I always ensure that the filtration and exposure are correct for the subject not the scene. Sometimes this is the difficult part - just deciding where you want the eye to rest. The burning in and dodging needed then (hopefully) becomes apparent.
Norman is an island.Time and tide wait for Norman.
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I use the form of Ralph L's test print rig from 'way beyond monochrome'. Mine lets you expose 7 identical parts of the image to yield 7 1x5" sections exposed 1/3 of a stop apart. The rig lets you slide a piece of 5x7 paper 1" over each time to expose a section of 1x5" window cut out of the overmask.
I use the information from this test print on a quite small enlargement - like a 5" high print, to see where the bulk of the image looks best. This time becomes my base expsoure. I cheat a bit and integrate analyse to pick a time that will rrint well to be in the middle of the sequence. It only saves me from making a second more centred test strip.
So now I have a base exposure time.
I then look either way on the test swatches to see what areas look better with a bit less exposure. These become my dodge areas.
Then I look to which areas look better with more exposure. These ares become my burn areas.
If the dodge or burn area is too unruly to do by hand, it might be the starting point where I will consider making a contrast reducing unsharp mask.
my real name, imagine that.
The starting point for any print is to know the minimum time to achieve maximum black - assuming that your image has such a tone.
When I print, I always determine an exposure/grade that gives me dark (but with details) shadows at the known maximum black time and which delivers a good separation for the mid-tones. Any remaining overly bright highlights I then burn in at a lower grade (typically Grade 2).
To achieve this requires a couple of hours of boring tests to determine your personal EI, the minimum exposure required to achieve a maximum black and knowing where to peg the darkest shadows where you wish to retain detail.
The key to achieving consistently good negatives is the correct placement of your shadows when exposing the film and ascertaining the correct development time for achieving good separation without losing the highlights. A simple and relatively quick way to way to pin all this down for the future is to do the following (WARNING: reading these instructions is more time consuming and a lot more laborious than actually doing it!!):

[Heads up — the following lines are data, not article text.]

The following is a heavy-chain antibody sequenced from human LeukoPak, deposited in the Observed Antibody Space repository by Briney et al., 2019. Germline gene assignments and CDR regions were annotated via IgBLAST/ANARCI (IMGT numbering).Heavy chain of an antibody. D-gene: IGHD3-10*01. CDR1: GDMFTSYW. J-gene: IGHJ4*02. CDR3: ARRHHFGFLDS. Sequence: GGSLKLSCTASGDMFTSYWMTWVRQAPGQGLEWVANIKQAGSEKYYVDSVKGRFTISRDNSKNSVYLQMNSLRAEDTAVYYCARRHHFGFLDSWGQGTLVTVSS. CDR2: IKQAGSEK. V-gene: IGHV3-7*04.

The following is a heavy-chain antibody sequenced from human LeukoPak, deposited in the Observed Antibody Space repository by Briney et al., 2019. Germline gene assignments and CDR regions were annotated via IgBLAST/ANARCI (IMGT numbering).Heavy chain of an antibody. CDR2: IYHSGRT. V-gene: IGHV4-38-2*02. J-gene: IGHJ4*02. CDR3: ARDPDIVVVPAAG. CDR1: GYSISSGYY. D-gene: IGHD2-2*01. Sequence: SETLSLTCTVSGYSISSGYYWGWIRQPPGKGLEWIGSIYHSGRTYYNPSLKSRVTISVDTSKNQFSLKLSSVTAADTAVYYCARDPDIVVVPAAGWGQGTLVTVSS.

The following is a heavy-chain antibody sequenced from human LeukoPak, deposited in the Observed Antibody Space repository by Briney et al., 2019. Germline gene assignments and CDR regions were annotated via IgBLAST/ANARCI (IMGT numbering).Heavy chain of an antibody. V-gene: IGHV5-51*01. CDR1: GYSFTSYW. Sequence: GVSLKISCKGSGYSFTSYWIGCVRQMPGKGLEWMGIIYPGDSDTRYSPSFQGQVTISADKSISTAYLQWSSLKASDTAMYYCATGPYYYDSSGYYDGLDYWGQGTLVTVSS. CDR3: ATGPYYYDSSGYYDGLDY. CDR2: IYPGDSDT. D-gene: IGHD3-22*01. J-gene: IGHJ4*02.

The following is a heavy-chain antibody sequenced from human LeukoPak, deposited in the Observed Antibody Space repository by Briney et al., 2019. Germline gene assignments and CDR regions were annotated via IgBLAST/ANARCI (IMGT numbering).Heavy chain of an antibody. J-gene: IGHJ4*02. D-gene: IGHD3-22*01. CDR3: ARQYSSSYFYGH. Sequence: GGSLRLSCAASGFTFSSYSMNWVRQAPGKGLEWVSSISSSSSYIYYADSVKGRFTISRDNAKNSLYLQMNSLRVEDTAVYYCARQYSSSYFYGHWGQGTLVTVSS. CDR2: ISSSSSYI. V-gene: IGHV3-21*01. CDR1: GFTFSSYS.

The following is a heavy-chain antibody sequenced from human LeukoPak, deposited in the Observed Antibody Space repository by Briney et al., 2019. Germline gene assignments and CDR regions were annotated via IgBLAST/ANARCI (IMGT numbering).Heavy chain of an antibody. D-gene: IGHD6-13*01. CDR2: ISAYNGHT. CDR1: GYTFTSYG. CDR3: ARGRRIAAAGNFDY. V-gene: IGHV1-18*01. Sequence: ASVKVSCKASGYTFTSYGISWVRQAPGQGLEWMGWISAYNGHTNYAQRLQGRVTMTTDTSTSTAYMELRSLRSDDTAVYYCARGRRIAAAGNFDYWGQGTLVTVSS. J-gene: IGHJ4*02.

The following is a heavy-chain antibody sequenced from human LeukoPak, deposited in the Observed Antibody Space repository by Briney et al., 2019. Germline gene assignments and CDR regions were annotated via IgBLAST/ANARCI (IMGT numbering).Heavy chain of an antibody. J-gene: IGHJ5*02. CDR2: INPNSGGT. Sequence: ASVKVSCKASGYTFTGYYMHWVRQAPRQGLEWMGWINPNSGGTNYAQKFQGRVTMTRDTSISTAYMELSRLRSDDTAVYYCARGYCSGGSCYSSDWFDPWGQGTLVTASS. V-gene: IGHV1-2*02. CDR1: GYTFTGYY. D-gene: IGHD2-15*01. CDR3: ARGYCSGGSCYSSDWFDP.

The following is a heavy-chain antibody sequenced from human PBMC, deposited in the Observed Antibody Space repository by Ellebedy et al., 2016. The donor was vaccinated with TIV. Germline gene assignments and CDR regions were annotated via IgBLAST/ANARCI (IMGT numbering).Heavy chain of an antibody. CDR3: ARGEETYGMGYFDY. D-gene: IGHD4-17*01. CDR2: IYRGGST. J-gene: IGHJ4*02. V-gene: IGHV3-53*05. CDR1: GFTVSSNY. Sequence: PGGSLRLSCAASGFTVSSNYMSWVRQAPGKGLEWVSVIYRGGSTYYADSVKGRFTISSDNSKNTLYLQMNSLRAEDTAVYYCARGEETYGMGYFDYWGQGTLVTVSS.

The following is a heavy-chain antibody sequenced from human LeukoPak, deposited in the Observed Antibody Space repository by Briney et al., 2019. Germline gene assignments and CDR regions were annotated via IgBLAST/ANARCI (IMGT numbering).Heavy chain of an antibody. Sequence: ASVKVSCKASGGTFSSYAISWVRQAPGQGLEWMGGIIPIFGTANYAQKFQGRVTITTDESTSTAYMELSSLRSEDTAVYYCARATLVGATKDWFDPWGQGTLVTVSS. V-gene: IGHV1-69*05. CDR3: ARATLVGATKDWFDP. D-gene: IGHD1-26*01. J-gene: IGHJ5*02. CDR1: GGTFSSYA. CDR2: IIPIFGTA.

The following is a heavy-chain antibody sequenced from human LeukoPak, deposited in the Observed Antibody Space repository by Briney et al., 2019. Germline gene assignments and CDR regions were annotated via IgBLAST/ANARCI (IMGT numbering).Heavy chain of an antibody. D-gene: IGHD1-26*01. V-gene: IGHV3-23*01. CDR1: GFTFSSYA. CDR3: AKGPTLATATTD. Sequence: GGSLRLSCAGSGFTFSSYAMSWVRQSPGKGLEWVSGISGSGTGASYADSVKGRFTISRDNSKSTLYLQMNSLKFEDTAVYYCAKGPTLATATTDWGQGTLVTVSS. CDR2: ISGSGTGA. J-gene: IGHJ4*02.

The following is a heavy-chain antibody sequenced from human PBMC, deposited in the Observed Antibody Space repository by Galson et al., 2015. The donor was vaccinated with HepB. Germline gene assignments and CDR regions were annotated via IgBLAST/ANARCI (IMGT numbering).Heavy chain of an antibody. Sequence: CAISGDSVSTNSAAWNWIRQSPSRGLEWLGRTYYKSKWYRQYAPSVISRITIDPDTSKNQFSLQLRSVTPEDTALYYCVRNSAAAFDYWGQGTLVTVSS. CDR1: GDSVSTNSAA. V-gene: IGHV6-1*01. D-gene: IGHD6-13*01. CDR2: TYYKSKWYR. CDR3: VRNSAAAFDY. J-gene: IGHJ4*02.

1. Find a scene with with a good range of tones
2. Using the box speed, meter the darkest area in which you wish to retain shadow detail
3. Move the camera so that you are only photographing this shadow area
4. From the meter's reading close down the aperture by 2 stops or increase the shutter speed by two stops and then expose 6 frames at: the given exposure then +1 stop, +2 stops, -1 stop, -2 stops and -3 stops less than the meter has indicated
5. Process the film
6. Using the frame that was exposed at -3 stops less than the meter indicated (which should be practically clear but will have received lens flair, lens and developer fogging - i.e a real world maximum black rather than an exposed piece of film edge that has processing fog but not received any light as would a real part of the negative) and do a test strip to find out what is the minimum exposure to achieve maximum black - Print must be fully dry before assessing this.
7. Do another test strip with the first exposure being what you have selected for achieving maximum black minus your dry-down compensation then plus 1 second, 2 seconds, etc